LGBTQ in Israel: When Tel Aviv Meets the Rabbinate

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Whenever I teach about the story of Israel and I am asked to discuss the “tough issues,” the “provocative questions” or the really “juicy topics,” I start off in the same way — the Palestinian-Israeli conflict is peanuts compared to the navigation of what it means for Israel to be both a Jewish and democratic state. (Slight exaggeration there.)

On June 2, 2000, United States President Bill Clinton declared that the month of June should be “Gay and Lesbian Pride Month” in commemoration of the June 1969 Stonewall riots. Since then, dozens of countries and cities across the globe have observed the month of June as LGBTQ Pride month.

So, before June disappears, we wanted to unpack the topic of LGTBQ and Israel. 

Where does Israel fit in and how should Israel fit in? 

Described as the “Founding father of Israeli constitutional law,” Amnon Rubinstein is just the person to frame the discussion. Rubinstein is a former member of Knesset. He spent 25 years in the political arena before winning the prestigious Israel Prize for law in 2006. He is now the chairman of the board of directors of the Interdisciplinary Center in Herzliya, more popularly known as IDC. 

In a 2010 article published in Azure, Rubinstein artfully investigates the tension between Israel as a Jewish and democratic state. Contained in these 15 pages are descriptions of various challenges, from national symbols to questions of the calendar, to the integration of non-Jews — a particularly large minority of Arabs in Israel. All of this, he points out is solvable. Yet, he says, “The final, and perhaps most compelling, claim against Israel’s definition as a ‘Jewish and democratic’ state concerns the problem of religion.” 

In many respects, Israel is “extremely liberal, boasting progressive legislation on such issues as gay rights, support for single-parent families and abortion,” Rubinstein argues. But here is where things get interesting: without an official state religion (fun fact – there isn’t one), Israel has inherited the old Ottoman millet system, in which the religious courts govern family law, marriage and divorce questions. Christian, Muslim and Druze courts all govern their communities in these areas. From Rubinstein’s understanding, this can work quite neatly because the other religions are more “homogenous” in religious practice. But with Jews? Not so much. He explains that for the “Jewish population, there is a large secular segment that, in the absence of civil marriages, is forced to marry in accordance with Orthodox law.” As such, many secular folks go abroad to hold a civil wedding. And, it is here where the values of being “Jewish” and “democratic” collide. What yields?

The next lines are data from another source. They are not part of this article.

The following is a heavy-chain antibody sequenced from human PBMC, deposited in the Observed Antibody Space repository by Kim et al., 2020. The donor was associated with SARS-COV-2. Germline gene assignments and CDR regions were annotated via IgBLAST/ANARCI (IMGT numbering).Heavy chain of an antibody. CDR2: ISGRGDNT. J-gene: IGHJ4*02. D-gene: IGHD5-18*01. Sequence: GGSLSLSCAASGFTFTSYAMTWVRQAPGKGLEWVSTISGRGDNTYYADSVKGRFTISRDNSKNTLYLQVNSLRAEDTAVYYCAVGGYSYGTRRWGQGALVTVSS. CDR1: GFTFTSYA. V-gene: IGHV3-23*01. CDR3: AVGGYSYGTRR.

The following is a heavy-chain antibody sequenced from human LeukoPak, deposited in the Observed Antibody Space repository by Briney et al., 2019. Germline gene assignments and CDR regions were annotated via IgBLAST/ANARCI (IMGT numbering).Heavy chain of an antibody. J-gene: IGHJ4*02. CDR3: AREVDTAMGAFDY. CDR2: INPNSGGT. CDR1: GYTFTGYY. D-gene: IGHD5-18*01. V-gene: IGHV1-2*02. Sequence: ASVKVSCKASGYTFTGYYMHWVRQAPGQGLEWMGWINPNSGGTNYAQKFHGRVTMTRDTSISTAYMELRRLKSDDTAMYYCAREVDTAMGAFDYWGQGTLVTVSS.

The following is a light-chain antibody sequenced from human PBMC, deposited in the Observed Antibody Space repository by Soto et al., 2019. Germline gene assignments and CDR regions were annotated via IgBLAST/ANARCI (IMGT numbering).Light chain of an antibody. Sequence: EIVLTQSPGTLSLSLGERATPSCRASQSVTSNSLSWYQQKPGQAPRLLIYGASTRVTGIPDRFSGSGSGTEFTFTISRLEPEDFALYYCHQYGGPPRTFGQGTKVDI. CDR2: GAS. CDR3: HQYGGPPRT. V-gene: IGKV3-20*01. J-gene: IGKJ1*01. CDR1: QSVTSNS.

Rubinstein concludes:

“Israel was founded as a Jewish and democratic state, and Jewish and democratic it must remain. Rather, we must wrest the term ‘Jewish’ from its exclusive religious definition and interpret it in a more inclusive, cultural sense.”

  • Is Israel a perfect democracy? No, but all democracies are flawed.
  • Should Israel be compared to other democratic states? Yes, if those countries deal with war and violence frequently. No, if those countries live exclusively in peace and security.